That restaurant owner is tracking your phone not because he’s a snoop, but because he believes knowing when and where you go for entertainment will benefit his business. As a security analyst, I’ve been following how the act of tracking potential and current customers’ smartphones has been taking off recently.
There’s a company, Turnstyle Solutions Inc., that has placed sensors in nearly 200 businesses in Toronto City within a confined location to track shoppers as they ambulate about the city.
The sensors track signals emitted from Wi-Fi-enabled mobiles. The mobile-user’s movements in daily life create a profile of that user. Gee, how invasive is that? And Turnstyle isn’t the only company tracking peoples’ mobiles, either.
The business owner with one of these sensors justifies the invasion by using the profile knowledge to promote business.
Another sensor-supplying company, Euclid Analytics Inc., analyzes foot traffic patterns. The large retailer you visit may have one of these sensors, following your every move in the store.
It’s a booming business: tracking peoples’ daily movement patterns via their smartphone. But you can relax somewhat, because this technology does not reveal any names, just movement patterns.
But don’t relax too much, because Turnstyle runs a free Wi-Fi service at local coffee shops and restaurants that people can log into with Facebook-doing so will reveal their name, age and social media profile.
Phone tracking is a godsend to business owners, however, because they can create promotions based on profiles: E.g., upon learning that most clientele are over age 50, a health club might decide to play mostly ’70s music.
Nevertheless, as phone tracking booms, privacy concerns also boom. Do you want someone to track all your doctor visits, then sell this data to marketers based on what disease the tracking profile thinks you have? This seems to be where it’s all headed.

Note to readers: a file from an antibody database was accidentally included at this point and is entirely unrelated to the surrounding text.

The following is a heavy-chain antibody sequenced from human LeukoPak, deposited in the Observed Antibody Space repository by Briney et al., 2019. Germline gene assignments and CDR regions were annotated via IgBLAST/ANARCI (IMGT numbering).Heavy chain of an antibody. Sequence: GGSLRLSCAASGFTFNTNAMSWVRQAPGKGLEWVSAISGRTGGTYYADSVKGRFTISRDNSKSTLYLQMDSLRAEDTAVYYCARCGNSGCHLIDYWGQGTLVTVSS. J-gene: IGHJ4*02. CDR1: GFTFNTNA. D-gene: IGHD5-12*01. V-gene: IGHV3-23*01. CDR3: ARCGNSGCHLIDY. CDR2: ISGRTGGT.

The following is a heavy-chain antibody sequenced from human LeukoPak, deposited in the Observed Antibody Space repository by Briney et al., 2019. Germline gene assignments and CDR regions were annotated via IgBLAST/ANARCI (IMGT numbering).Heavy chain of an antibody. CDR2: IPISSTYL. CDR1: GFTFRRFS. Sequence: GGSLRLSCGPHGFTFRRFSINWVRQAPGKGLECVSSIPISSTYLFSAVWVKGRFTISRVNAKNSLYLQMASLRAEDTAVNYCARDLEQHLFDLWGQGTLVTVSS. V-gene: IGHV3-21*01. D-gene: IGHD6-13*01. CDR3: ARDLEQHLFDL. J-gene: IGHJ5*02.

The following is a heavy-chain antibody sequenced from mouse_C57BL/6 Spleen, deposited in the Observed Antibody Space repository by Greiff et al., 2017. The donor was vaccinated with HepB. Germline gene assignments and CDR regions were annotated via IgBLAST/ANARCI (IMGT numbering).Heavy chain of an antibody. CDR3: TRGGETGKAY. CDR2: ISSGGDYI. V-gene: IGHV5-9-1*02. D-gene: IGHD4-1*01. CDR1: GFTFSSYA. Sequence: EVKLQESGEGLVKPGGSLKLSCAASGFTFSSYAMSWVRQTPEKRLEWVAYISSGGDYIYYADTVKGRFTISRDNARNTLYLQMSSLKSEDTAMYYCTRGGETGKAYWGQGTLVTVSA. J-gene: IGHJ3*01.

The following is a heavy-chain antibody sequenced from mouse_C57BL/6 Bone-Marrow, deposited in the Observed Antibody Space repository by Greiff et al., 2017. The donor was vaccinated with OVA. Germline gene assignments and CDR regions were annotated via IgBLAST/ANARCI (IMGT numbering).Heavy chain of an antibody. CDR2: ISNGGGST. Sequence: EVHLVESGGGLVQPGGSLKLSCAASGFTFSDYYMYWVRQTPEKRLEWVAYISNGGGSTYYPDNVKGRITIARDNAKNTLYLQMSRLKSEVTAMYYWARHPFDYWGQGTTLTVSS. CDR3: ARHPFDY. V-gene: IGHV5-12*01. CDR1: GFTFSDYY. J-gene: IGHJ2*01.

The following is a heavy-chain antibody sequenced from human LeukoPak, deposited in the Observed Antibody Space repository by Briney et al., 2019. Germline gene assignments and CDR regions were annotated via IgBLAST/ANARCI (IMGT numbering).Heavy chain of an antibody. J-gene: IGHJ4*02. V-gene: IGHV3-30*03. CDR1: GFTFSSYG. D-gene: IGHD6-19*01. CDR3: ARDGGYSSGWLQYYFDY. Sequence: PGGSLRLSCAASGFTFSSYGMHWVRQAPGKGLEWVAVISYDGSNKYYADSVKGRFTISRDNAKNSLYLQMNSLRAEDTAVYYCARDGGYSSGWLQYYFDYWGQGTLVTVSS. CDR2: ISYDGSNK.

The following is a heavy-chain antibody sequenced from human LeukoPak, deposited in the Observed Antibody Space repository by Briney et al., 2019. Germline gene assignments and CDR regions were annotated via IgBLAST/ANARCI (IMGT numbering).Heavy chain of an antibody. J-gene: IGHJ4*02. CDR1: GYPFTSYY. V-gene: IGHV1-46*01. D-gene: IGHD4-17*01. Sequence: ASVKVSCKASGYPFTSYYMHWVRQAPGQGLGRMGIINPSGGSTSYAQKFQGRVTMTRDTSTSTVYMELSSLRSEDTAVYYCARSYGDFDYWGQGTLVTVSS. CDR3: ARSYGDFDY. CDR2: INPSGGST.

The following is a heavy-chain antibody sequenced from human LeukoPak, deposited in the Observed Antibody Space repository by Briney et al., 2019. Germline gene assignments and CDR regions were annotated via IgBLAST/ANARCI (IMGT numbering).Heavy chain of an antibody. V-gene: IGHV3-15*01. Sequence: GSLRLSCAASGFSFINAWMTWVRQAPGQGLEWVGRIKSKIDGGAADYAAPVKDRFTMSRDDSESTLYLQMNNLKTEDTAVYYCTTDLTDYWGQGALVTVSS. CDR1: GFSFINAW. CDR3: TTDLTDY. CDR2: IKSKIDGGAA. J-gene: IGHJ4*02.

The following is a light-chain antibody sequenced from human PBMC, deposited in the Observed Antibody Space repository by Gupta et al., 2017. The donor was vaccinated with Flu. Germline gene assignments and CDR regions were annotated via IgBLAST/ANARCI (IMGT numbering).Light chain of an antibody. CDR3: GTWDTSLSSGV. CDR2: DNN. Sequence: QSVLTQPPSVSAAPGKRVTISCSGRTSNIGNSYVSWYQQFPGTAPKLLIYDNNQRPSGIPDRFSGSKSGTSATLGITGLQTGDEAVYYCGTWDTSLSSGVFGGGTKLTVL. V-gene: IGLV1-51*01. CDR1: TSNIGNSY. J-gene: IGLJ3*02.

Companies in the U.S. still are not required to get your permission to collect and share your data for the most part. But you just never know what may come next.
Some helpful Information Regarding Phone Tracking
- Do you know what your cellphone carrier knows-about you? Because your phone must send signals to cell towers, your carrier knows your location. However, Verizon has businesses selling this information to retailers and other entities. AT&T is perched to follow suit. And you can’t shut off these signals.
- Turn the Wi-Fi off on your phone. It doesn’t have to be on when you’re driving from the gym to the donut shop to the computer store. An iPhone has settings that control which apps can monitor your location. Android users should turn off location tracking.
- Some companies like Turnstyle do have websites through which you can opt out of their sensor tracking.
- Like to take photos with your mobile? Guess what: iPhone saves the location where you took the shots, which is no secret once you post the photos on FB, Twitter, Instagram, etc. However, an app called DeGeo will remove this location information-before you post. The DeGeo app is incredibly easy to use, too.